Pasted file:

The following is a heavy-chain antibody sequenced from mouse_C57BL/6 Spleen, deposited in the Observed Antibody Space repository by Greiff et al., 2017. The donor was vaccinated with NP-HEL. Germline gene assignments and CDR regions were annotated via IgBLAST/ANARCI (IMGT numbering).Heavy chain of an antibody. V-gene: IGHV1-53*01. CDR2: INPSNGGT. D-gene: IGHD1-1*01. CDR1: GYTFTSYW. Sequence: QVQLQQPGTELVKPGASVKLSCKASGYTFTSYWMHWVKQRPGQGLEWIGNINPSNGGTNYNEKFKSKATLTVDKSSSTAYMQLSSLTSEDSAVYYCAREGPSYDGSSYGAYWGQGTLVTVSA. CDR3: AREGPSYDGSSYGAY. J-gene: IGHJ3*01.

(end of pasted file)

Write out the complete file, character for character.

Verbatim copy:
The following is a heavy-chain antibody sequenced from mouse_C57BL/6 Spleen, deposited in the Observed Antibody Space repository by Greiff et al., 2017. The donor was vaccinated with NP-HEL. Germline gene assignments and CDR regions were annotated via IgBLAST/ANARCI (IMGT numbering).Heavy chain of an antibody. V-gene: IGHV1-53*01. CDR2: INPSNGGT. D-gene: IGHD1-1*01. CDR1: GYTFTSYW. Sequence: QVQLQQPGTELVKPGASVKLSCKASGYTFTSYWMHWVKQRPGQGLEWIGNINPSNGGTNYNEKFKSKATLTVDKSSSTAYMQLSSLTSEDSAVYYCAREGPSYDGSSYGAYWGQGTLVTVSA. CDR3: AREGPSYDGSSYGAY. J-gene: IGHJ3*01.